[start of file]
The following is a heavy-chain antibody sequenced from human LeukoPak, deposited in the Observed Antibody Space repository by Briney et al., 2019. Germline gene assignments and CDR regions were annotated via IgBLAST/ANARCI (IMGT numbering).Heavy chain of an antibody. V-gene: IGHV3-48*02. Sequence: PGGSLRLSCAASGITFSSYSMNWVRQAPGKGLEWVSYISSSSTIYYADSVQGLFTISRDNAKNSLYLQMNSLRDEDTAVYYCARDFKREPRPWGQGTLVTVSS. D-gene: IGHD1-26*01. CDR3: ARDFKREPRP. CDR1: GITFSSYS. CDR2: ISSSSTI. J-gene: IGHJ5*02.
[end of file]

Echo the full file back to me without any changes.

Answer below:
The following is a heavy-chain antibody sequenced from human LeukoPak, deposited in the Observed Antibody Space repository by Briney et al., 2019. Germline gene assignments and CDR regions were annotated via IgBLAST/ANARCI (IMGT numbering).Heavy chain of an antibody. V-gene: IGHV3-48*02. Sequence: PGGSLRLSCAASGITFSSYSMNWVRQAPGKGLEWVSYISSSSTIYYADSVQGLFTISRDNAKNSLYLQMNSLRDEDTAVYYCARDFKREPRPWGQGTLVTVSS. D-gene: IGHD1-26*01. CDR3: ARDFKREPRP. CDR1: GITFSSYS. CDR2: ISSSSTI. J-gene: IGHJ5*02.